What started out and ended as a peaceful canoe ride was punctuated by a most remarkable event. The canoe with Jim and Chris was 20-30 yards away from the 5 other canoes hanging out in calm water near the mangroves. They were in somewhat deeper water when the sea suddenly began churning and boiling up directly beneath their canoe, nearly capsizing them.
Sooney and I had a clear view of the scene, and the diameter of the upheaval easily exceeded the length of their boat. As suddenly as it occurred, the now-muddy waters calmed and everyone looked to the our volunteer leader for an explanation. His lame excuse was that the same thing occurred a couple times previously and the resident marine ranger speculates it may have been bull sharks or large rays (both of which are bottom lovers) that were surprised and bolted.
After we returned to the visitor center, we cornered a couple rangers who corroborated the story and went so far as to speculate it might have been manatees. Very curious, indeed, as the only manatees we’d seen have been particularly slow moving, and come up regularly for air. This incident was far from gentle and, I suppose, we’ll never really know what happened. I’ve got to admit, however, that it did remind me of the mystery of the Loch Ness monster, but I digress.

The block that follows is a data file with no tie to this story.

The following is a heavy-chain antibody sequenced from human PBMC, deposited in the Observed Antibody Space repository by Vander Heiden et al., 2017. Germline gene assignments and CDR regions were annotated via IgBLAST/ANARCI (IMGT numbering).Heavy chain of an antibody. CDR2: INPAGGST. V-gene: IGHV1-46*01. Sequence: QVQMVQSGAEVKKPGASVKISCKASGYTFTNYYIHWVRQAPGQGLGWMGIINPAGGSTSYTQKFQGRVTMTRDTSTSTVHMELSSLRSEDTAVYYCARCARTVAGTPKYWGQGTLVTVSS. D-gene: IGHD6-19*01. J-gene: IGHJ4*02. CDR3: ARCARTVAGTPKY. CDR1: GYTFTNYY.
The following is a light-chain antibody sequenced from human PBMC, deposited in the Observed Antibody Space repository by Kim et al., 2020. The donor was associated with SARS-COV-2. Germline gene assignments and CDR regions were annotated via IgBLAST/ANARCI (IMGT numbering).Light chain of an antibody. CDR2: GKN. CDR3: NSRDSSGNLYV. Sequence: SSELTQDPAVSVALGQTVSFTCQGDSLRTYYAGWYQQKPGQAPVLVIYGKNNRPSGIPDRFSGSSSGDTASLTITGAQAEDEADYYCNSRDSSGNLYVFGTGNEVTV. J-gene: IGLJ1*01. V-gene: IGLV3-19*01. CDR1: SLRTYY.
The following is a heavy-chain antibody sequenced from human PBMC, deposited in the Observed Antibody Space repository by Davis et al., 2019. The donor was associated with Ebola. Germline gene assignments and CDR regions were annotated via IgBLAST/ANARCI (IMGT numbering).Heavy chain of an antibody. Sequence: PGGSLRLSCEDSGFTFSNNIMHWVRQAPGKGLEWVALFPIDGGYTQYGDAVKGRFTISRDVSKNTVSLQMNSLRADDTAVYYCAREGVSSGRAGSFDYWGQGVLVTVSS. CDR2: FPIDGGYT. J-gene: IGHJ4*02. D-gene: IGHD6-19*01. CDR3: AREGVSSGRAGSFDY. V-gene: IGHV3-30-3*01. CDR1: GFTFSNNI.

Sightings for Feb. 20:
Mockingbirds, Little Blue Herons (adults and a juvenile), White Ibises, Great Blue Herons, Great Egrets, Kingfishers, Brown Pelicans, Coots, Ospreys, Double-crested Cormorants, Common Grackle, <Hill Myna> (2)
First time sightings: 1